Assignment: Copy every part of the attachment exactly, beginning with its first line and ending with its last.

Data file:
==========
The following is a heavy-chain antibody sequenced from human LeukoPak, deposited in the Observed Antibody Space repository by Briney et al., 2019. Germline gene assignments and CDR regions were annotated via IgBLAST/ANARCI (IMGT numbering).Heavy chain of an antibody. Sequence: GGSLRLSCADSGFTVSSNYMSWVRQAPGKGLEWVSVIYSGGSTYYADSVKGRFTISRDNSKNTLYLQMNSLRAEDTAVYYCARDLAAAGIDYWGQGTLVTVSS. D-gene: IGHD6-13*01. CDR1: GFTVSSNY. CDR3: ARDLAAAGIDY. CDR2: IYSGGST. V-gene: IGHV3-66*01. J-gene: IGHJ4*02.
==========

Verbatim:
The following is a heavy-chain antibody sequenced from human LeukoPak, deposited in the Observed Antibody Space repository by Briney et al., 2019. Germline gene assignments and CDR regions were annotated via IgBLAST/ANARCI (IMGT numbering).Heavy chain of an antibody. Sequence: GGSLRLSCADSGFTVSSNYMSWVRQAPGKGLEWVSVIYSGGSTYYADSVKGRFTISRDNSKNTLYLQMNSLRAEDTAVYYCARDLAAAGIDYWGQGTLVTVSS. D-gene: IGHD6-13*01. CDR1: GFTVSSNY. CDR3: ARDLAAAGIDY. CDR2: IYSGGST. V-gene: IGHV3-66*01. J-gene: IGHJ4*02.